Land Glitter (Erin Konsmo) (they/them)
Land Glitter is a Métis Prairie queer who grew up in central Alberta and is a member of the Métis Nation of Alberta. Their mother’s Métis family is historically rooted in the Lac Ste Anne area west of Edmonton and St. Andrews, Manitoba. They presently live in Sioux Lookout, Treaty #3 with their Anishinaabe partner. Erin’s arts practice currently focuses on fish scale art, birch bark, textiles, and illustration. As a fish scale artist, Erin has been traditionally mentored by several senior Métis and Cree fish scale artists from northern Alberta. Erin’s work has been featured at Gallery 101 in Ottawa as part of the Asinabka Indigenous Film and Media Arts Festival, and Erin designed the book cover of Joshua Whitehead’s critically-acclaimed Jonny Appleseed. Their artistic work over the last ten years has been widely disseminated throughout grassroots movements supporting Indigenous feminisms and land defence.
Phar Syde Convenience
618 Main St.
ABOUT / ARTIST STATEMENT
Fish scale art is a contemporary Métis and Cree art form originating from northern Alberta that uses whitefish scales to create intricate florals. Erin Konsmo's (Alberta Métis) practice has been guided by experienced fish scale artists, and as a queer, new generation artist they seek to queer the artform by using fish scales in different forms and media. They also seek to queer fish scales by drawing parallels between this water based sparkle and queer aesthetics of glitter and sequins. Erin seeks to spotlight the importance of fish in a landscape where rivers and lakes are plentiful with a work titled Fish/Scale. The land today known as Winnipeg has been intrinsically shaped by the waterways that flow through it, and by bringing a whitefish to the urban landscape Erin hopes to call attention to a collective relationship with the fish that swim through Winnipeg. This art form is typically small in size and can be overlooked by larger scale works. This submission is as much about the importance of fish and waterways as it is a challenge to those who take in art to see small forms for their value.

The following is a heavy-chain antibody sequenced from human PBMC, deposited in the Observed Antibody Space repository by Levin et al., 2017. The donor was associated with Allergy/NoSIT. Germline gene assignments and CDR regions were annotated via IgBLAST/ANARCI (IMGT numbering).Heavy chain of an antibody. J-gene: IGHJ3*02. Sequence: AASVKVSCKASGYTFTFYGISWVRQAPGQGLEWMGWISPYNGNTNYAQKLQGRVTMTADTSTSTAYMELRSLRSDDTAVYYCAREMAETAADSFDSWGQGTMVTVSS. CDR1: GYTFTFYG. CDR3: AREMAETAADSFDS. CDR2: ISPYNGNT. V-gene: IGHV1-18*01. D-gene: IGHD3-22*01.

Fish/Scale is a play on words, which suggest both the larger-than-life format of this piece, as well as the physical fish scales gifted from the whitefish which form the core of this artistic practice. Playing with the idea of size by blowing up fish scales to a mural format makes explicit the importance of both fish and the waters that many too often take for granted. Erin presently lives on their Anishinaabe partner’s territory in nearby Treaty #3 (Sioux Lookout), where they process whitefish for both food and art supplies, and the scales are then cleaned, sorted, and dyed so they can make florals such as those showcased in this mural. Participating in the Wall-to-Wall Mural and Culture Festival has given Erin the opportunity to take this micro art outside of its usual form into a macro scale. Keeping the design form simple to the silhouette of the fish and fish scale florals makes the fish the centre form of this mural. Erin wants the public who interact with this art to see the beauty of fish from a Métis form and feel as though they are connected to the waters in more urban areas of the city. Having a large scale whitefish, they hope to convey a sense of movement with the fish swimming through the urban landscape.